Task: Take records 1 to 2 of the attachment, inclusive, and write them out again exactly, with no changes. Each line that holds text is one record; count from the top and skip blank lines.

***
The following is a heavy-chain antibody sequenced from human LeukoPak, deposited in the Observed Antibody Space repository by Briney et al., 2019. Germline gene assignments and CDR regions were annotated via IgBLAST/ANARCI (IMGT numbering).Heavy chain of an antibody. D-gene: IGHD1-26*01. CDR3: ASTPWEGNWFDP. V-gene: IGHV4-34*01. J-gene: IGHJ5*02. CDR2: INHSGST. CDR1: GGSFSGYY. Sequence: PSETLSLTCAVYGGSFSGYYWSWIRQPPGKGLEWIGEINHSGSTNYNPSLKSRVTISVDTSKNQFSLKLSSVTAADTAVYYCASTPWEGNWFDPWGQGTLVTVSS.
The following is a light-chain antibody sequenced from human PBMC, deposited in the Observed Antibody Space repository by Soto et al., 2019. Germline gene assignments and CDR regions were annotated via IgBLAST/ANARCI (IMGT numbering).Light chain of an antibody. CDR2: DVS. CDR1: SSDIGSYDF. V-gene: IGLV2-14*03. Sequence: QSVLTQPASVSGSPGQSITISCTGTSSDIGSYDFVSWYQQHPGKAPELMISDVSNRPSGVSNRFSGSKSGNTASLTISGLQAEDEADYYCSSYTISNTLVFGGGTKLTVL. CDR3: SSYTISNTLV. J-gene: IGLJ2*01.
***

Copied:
The following is a heavy-chain antibody sequenced from human LeukoPak, deposited in the Observed Antibody Space repository by Briney et al., 2019. Germline gene assignments and CDR regions were annotated via IgBLAST/ANARCI (IMGT numbering).Heavy chain of an antibody. D-gene: IGHD1-26*01. CDR3: ASTPWEGNWFDP. V-gene: IGHV4-34*01. J-gene: IGHJ5*02. CDR2: INHSGST. CDR1: GGSFSGYY. Sequence: PSETLSLTCAVYGGSFSGYYWSWIRQPPGKGLEWIGEINHSGSTNYNPSLKSRVTISVDTSKNQFSLKLSSVTAADTAVYYCASTPWEGNWFDPWGQGTLVTVSS.
The following is a light-chain antibody sequenced from human PBMC, deposited in the Observed Antibody Space repository by Soto et al., 2019. Germline gene assignments and CDR regions were annotated via IgBLAST/ANARCI (IMGT numbering).Light chain of an antibody. CDR2: DVS. CDR1: SSDIGSYDF. V-gene: IGLV2-14*03. Sequence: QSVLTQPASVSGSPGQSITISCTGTSSDIGSYDFVSWYQQHPGKAPELMISDVSNRPSGVSNRFSGSKSGNTASLTISGLQAEDEADYYCSSYTISNTLVFGGGTKLTVL. CDR3: SSYTISNTLV. J-gene: IGLJ2*01.